I have ridden in the city for a long time. I do not want a separate, curbed lane for bicyclists. The only accident I've ever been in was with another cyclist who didn't know what they were doing.

Wouldn't there be some danger having people not used to biking on these public bicycles? What about a class for them.

reference the biking delivery people going down the streets the wrong way...or running into pedestrians.

Apr. 24 2009 10:54 AM
Laurie from Cobble Hill, NY

The ideal scenario would be for Zipcar, which already has the infrastructure (i.e. the Zipcard) in place to reserve, check-in and check out the bikes, to add bicycle sharing to their existing car sharing offerings. They could negotiation with the garages (esp here in NYC) to house the bike racks, which would make it more secure than simply having bike racks out in designated street racks. I am a Zipcar member and would LOVE to be able to reserve a bike for a few hours on a nice Saturday (like tomorrow!). Currently there is no place near me to even rent a bike and we simply don't have any room in our apartment, nor a bike room in our building to store a bike if we bought one.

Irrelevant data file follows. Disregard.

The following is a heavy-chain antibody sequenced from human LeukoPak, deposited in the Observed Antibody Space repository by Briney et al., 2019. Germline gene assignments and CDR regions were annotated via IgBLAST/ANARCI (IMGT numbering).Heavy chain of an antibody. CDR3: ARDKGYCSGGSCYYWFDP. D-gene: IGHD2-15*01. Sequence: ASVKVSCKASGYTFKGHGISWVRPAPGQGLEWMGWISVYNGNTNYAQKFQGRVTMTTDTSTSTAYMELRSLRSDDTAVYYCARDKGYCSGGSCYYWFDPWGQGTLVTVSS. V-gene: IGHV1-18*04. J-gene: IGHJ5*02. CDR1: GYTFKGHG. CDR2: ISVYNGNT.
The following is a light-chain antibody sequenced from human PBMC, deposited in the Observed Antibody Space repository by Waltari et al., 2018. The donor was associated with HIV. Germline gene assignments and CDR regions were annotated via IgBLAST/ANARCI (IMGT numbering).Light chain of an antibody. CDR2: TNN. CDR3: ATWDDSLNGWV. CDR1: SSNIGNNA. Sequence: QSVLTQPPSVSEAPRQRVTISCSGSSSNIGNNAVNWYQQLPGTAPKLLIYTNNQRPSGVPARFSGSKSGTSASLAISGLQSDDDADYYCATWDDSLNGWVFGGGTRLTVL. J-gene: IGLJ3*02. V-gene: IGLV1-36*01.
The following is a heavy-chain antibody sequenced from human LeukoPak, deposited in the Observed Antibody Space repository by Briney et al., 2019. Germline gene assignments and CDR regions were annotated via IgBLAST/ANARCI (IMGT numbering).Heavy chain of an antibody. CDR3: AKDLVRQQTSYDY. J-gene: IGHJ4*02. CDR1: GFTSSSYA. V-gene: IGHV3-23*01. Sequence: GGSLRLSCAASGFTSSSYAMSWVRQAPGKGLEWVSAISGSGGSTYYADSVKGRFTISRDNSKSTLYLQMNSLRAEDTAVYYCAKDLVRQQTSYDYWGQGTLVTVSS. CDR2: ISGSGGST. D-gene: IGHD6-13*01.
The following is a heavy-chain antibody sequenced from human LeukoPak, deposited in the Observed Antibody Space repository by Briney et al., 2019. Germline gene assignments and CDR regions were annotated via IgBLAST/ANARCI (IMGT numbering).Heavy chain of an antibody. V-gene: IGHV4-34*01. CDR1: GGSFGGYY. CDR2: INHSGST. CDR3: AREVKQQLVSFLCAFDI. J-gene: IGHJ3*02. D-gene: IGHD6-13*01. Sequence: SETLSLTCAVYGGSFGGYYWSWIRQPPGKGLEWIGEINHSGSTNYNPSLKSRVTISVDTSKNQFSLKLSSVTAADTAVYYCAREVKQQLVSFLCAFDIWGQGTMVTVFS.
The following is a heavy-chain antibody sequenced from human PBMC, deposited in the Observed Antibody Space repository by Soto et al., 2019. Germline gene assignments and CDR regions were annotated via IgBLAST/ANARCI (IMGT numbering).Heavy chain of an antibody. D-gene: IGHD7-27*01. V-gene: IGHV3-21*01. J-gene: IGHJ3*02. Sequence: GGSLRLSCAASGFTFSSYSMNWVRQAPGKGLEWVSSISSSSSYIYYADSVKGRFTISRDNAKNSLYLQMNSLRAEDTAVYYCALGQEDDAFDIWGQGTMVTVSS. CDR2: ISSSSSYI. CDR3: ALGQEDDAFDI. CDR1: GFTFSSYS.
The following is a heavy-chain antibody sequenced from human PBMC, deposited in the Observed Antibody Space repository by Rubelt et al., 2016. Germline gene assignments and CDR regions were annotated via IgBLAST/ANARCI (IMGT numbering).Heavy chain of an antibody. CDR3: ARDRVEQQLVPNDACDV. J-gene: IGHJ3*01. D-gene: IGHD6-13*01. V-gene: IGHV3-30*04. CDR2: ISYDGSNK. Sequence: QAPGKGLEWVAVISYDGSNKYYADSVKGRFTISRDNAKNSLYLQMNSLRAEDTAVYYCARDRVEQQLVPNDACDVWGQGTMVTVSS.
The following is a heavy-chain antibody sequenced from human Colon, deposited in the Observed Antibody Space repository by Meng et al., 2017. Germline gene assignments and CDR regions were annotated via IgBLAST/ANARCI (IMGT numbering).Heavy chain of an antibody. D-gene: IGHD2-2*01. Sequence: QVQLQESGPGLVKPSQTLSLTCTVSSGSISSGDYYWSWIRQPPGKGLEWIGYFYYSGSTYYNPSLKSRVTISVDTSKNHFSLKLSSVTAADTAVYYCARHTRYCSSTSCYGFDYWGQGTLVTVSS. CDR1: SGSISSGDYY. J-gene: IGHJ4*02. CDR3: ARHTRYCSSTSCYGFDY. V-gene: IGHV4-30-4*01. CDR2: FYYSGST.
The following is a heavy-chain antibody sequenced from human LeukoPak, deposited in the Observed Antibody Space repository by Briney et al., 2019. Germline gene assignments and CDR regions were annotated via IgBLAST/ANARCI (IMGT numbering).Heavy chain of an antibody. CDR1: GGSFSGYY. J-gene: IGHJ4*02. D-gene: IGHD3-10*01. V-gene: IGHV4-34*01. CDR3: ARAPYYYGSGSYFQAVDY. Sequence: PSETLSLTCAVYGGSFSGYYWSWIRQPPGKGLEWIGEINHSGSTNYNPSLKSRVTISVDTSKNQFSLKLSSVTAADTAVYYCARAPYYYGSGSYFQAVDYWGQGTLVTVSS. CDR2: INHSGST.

Apr. 24 2009 10:54 AM
Chris from NYC

Let's start small -- is there any plan to close Park Avenue again this summer for a few weekends? It would be nice to bike down to the union square market early in the a.m.

Also, I really appreciated the relative quiet of the ride -- I have heard if they do it again they plan to move more towards a more carnival-like atmosphere -- Please NO!!

Apr. 24 2009 10:54 AM
Marcelo from Park Slope

This would be perfect! I ride my own bike to the city often, but many times, when I don't take it with me to the city, I find myself needing it for a short cross town trip. This would be heaven for me!!

Apr. 24 2009 10:54 AM
annaf from nyc


Apr. 24 2009 10:54 AM
Jennifer Bartlett from Brooklyn

This is the woman with cerebral palsy. I learned how to ride a 2 wheel bike when I was 39 years old and ride all over Brooklyn. It changed my life. I would use this all the time.

Apr. 24 2009 10:54 AM
chuck from NJ

I was just in Paris
Velib is very widely used
Everywhere you go, you see folks on them
As a tourist, I was limited by the deposit of E150 per bike, but would have used it more than Metro to get around the city
Seems to have cut down on the number of scooters on the road, maybe a little on the overall traffic
Cabbies and the large size of US cars/trucks would be major drawbacks in NYC

Apr. 24 2009 10:54 AM
Mark from Astoria, Queens

Are there any plans to use parked cars as the barrier from moving traffic? i.e. move the parking lane several feet away from the curb.